rich emollient used in the management of eczema, psoriasis and other dry skin conditions.


Because it’s the weekend and we all need a bit of comfort food, here is my latest flapjack creation recipe. It’s packed with pumpkin seeds, sunflower seeds, goji berries, linseeds and chia seeds.

Sunflower seed, pumpkin seed, goji berry, chia seed and linseed flapjacks. Totally gluten, dairy, soya and nut free.

Sunflower seed, pumpkin seed, goji berry, chia seed and linseed flapjacks. Totally gluten, dairy, soya and nut free.

This recipe is so brilliant because it doesn’t require any creaming of sugar and fat, you simply melt the wet ingredients in a pan, then mix in your oats.

What you’ll need…

  • One large saucepan
  • One wooden spoon
  • Kitchen scales
  • Baking parchment
  • 1 x flapjack tin 30×20 cm or 12×8 inches (I used two but prefer thicker flapjacks)

Ingredients from your cupboard

  • 300g of Pure sunflower spread
  • 120g of demerara sugar
  • 2 large tablespoons of blackstrap mollasses
  • 5 cups of oats (make sure you get gluten free oats)
  • 1/2 cup of ground pumpkin and sunflower seeds with goji berries (you could substitute the whole seeds here for extra crunch)
  • Tablespoon of ground linseeds
  • 1/2 cup of chia seeds

How to make What Allergy? pumpkin, sunflower, goji berry and chia seed flapjacks

  • Pre heat your oven to 160c, 350f
  • Line your baking trays with baking parchment and grease with pure
  • First put the pure spread, sugar and mollasses into the pan and heat on a low temperature until the sugar has melted.
  • Mix with a wooden spoon until you have completely coated the oats.
  • Spead the mixture into the lined tins and press it down and into each corner.
  • Bake for 20-25 minutes until golden brown.
  • Score with a knife while it’s still hot then leave to cool.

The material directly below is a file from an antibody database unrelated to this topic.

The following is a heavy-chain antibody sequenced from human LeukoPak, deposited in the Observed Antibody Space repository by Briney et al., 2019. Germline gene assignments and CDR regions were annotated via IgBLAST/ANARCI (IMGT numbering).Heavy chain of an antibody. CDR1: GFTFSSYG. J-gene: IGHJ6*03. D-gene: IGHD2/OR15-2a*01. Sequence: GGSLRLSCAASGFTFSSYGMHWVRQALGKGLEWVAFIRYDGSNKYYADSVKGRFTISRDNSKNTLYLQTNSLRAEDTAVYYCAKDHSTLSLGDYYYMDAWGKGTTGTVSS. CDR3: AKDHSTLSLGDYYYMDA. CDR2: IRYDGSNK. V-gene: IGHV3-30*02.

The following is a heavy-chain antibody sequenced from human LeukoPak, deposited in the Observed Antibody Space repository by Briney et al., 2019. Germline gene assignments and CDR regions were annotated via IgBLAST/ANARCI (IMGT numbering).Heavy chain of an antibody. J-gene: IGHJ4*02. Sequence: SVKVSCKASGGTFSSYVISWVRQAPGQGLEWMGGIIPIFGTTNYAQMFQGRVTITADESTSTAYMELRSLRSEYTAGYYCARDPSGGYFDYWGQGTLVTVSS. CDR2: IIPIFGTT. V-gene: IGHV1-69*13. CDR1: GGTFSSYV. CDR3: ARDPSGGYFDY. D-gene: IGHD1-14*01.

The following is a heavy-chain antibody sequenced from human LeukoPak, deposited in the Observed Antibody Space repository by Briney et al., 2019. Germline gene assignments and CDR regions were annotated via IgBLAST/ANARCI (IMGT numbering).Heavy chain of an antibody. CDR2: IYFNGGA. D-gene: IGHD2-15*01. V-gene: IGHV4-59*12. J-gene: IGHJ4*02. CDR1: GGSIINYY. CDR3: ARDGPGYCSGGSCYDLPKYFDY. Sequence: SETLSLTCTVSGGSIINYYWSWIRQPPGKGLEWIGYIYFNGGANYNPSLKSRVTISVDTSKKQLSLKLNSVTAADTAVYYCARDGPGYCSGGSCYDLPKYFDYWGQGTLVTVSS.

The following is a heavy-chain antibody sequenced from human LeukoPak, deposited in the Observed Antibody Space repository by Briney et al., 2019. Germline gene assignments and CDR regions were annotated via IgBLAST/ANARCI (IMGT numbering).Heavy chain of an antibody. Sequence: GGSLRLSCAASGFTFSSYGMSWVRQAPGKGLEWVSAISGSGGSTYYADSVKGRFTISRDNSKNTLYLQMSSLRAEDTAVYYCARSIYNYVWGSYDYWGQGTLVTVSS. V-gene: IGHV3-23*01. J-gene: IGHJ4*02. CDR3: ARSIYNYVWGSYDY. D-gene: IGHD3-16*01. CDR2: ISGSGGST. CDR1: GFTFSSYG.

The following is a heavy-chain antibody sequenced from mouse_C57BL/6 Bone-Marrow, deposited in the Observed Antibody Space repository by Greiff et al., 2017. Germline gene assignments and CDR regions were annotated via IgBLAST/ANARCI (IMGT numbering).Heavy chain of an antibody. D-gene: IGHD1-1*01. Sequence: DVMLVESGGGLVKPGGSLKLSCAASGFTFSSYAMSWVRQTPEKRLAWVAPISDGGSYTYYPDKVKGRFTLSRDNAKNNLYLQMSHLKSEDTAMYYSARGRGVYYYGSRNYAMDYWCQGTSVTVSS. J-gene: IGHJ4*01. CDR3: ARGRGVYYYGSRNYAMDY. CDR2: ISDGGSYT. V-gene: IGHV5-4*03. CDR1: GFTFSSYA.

• And enjoy! – Cut into pieces once cool and store in an airtight container.

Chia seeds shining like little silver jewels in freefrom flapjack

Chia seeds shining like little silver jewels in freefrom flapjack

I absolutely love flapjacks and homemade ones are always so much more tasty than shop bought. You can experiment with adding dried fruit, chopped dates and prunes work really well with pumpkin seeds.

Using chia seeds is so much fun.

They start out like little tiny black seeds but when they’re cooked they become burnished and shine like little silver, grey marbled jewels.

They are also really good for you, one of those new superfoods. Shame you can’t see the properly in this photo. My bad photography.

Using blackstrap mollasses is also fantastic in flapjacks. It’s like black treacle and is also a source of calcium. 100g contains 50% of your recommended daily allowance of calcium so use it in baking, mix it into your porridge and enjoy the beneficial nutients of sugar cane.

It’s natural, unsulphured and much better than white and brown sugar.

These flapjacks are so tasty and pretty healthy as a naughty snack. They also have the added benefit for people with allergies because they are gluten, dairy, soya and nut free, but certainly not taste free.

What’s your favourite flapjack?



An allergy and health writer and freelance copywriter, Ruth is passionate about helping those with allergies and food intolerances take control, embrace their condition, and learn to live with and love who they are. It can be very lonely finding you have allergies and discovering what helps you can be a life long journey. What works for one person won't work for another, so after trying nearly every allergy treatment under the sun and finding hours of research necessary to keep abreast of what's going on, Ruth started writing her blog, What Allergy? in April 2009. Ruth has life threatening allergies herself to all nuts, all diary, tomatoes and celery and knows first-hand what it's like to have an anaphylactic attack. Voted in the Top 5 UK allergy blogs by Cision UK in 2011, What Allergy is packed full of interesting articles, hints and tips and product reviews which are a must read for anyone with allergies, food intolerances or sensitivities, asthma and eczema. From subjects such as "What is celery allergy?" to "Surviving a holiday abroad with allergies", it's packed with useful and interesting information. You can register free for a weekly newsletter by visiting her website and also keep in touch by following her on Facebook and Twitter.

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